Skip to main content

Electronic tags to stop multi million pound “disappearances”of manufacturer’s metal cages

Phil Foster & Stillage - WMG
Phil Foster & Stillage
Print quality picture
A scheme to electronically tag one of the basic tools of all manufacturers - the metal cages (stillages) used to transport components could save those manufacturers millions of pounds in lost equipment and lost production by ending the widespread stillage "disappearance" problem.

Manufacturers rely on hundreds of thousands of relatively simple but specially constructed cages or stillages to simply transport components from supplier to the right point on an assembly line.
A typical car manufacturing process can have 300 stillages in a loop for each component and 350 components on average per group of cars means that there can be over a 100,000 stillages in circulation servicing the production of just one group of cars in one factory. These huge numbers alone makes the management of that equipment a challenge but that challenge is compounded by the not uncommon problem of the "misplacement" of stillages.

Over 7 years a car manufacturer can expect to lose around 20% of its stillages - thousands of valuable cages to simply disappear. Some are believed to some how end up being sold for scrap metal before the end of their useful life - others seem to find their way into the supply chains of other products. And some are just abandoned in the corner of an unrelated manufacturing plant.

The researchers at the University of Warwick's Warwick Manufacturing Group are working with Ford's Premier Automotive Group to use RFID tags (Radio Frequency Identity Tags) to put an end to this problem. The savings that can be gained by such technology are enormous - each missing stillage costs hundreds of pounds but more costly is the loss in production occasioned by the hold ups caused by not having a stillage full of key components in the right place at the right time. The component suppliers themselves are subject to unnecessary and unwarranted costs as they are forced to change production runs to accommodate the lack of stillages in a loop. When the situation reaches a critical point, substantial costs are incurred sourcing alternative packaging and emergency transport to ensure the car line is not held waiting for the parts to arrive.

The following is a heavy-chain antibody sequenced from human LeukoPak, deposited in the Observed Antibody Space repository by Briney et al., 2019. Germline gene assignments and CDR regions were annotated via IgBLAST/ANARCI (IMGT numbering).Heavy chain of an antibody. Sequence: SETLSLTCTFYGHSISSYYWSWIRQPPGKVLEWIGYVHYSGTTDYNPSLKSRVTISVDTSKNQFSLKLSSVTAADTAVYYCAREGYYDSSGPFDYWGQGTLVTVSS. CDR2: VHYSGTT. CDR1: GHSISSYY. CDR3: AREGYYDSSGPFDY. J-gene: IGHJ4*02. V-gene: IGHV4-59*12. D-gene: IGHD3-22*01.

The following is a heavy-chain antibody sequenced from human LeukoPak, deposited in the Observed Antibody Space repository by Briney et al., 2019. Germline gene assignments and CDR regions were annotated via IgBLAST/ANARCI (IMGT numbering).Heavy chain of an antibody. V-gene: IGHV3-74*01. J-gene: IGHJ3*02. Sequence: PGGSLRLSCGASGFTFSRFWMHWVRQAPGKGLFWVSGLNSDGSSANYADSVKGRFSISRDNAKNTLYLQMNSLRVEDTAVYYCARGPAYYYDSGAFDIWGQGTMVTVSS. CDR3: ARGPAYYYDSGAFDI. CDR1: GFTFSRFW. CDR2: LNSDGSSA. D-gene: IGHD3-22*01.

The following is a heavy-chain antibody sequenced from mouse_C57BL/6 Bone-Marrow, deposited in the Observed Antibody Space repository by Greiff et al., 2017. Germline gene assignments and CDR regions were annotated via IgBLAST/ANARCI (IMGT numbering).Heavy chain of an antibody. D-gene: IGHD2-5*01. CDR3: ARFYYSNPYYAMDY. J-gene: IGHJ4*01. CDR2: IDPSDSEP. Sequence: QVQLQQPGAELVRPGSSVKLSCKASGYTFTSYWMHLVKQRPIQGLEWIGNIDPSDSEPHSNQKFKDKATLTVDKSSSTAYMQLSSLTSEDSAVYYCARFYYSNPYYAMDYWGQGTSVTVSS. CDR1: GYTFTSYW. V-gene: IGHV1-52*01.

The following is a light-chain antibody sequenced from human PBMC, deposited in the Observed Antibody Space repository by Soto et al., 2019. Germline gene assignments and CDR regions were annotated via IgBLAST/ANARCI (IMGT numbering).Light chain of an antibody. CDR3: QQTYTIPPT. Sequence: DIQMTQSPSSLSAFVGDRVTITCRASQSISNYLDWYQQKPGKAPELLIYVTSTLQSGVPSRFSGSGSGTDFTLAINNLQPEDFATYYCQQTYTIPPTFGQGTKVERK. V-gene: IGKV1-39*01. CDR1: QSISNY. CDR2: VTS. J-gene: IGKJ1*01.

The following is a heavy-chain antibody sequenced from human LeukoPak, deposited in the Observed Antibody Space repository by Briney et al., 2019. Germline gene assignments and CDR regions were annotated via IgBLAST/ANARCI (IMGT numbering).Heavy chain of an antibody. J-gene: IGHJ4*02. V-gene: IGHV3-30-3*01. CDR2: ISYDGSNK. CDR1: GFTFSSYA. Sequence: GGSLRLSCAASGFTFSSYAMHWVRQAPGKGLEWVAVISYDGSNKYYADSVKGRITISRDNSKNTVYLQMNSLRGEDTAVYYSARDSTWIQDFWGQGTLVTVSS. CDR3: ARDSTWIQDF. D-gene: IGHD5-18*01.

By electronically tracking each stillage substantial savings can be made and relationships between supplier and manufacturer can be considerablely enhanced as the system eliminates many of the disputes common between supplier and the manufacturer as to the current location of stillages.

Should the current pilot project prove successful the researchers aim to explore the possibility of developing intelligent pallets in which the RFID tag also carries information on the number and type of components within each stillage at any one time. An obvious benefit would be the synchronisation of issuing improved scheduling information to suppliers with the knowledge the right number and type of pallet will be available.

This work forms one part of a £70 million research partnership (the Premium Automotive R&D Programme) on high value premium products between the University of Warwick's Warwick Manufacturing Group and Premier Automotive Group - Ford Motor Company's premium vehicle business group made up of Aston Martin, Jaguar, Land Rover & Volvo. The partnership is funded by the Regional Development Agency Advantage West Midlands) and also works with a range of Midlands SMEs that supply automotive companies. The Centre helps secure around 50,000 jobs. On March 8th & 9th there will be a special conference to showcase the benefits of the overall ?£70 million programme to automotive suppliers in the region - details at www.iarc.warwick.ac.uk

Alternative pictures
Phil Foster & Stillage - WMG
Phil Foster & Stillage - WMG
Print quality picture
Phil Foster & Stillage - WMG
Phil Foster & Stillage - WMG
Print quality picture
Phil Foster & Stillage - WMG
Phil Foster & Stillage - WMG
Print quality picture















For further Information please contact:

Phil Foster, Warwick Manufacturing Group,
University of Warwick Tel: 024 76 575401
Email: Philip.foster@warwick.ac.uk

Peter Dunn, Press and Media Relations Manager,
University of Warwick Tel: 024 76 523708 or 07767 655860
email: p.j.dunn@warwick.ac.uk

PR12 PJD 21st February 2006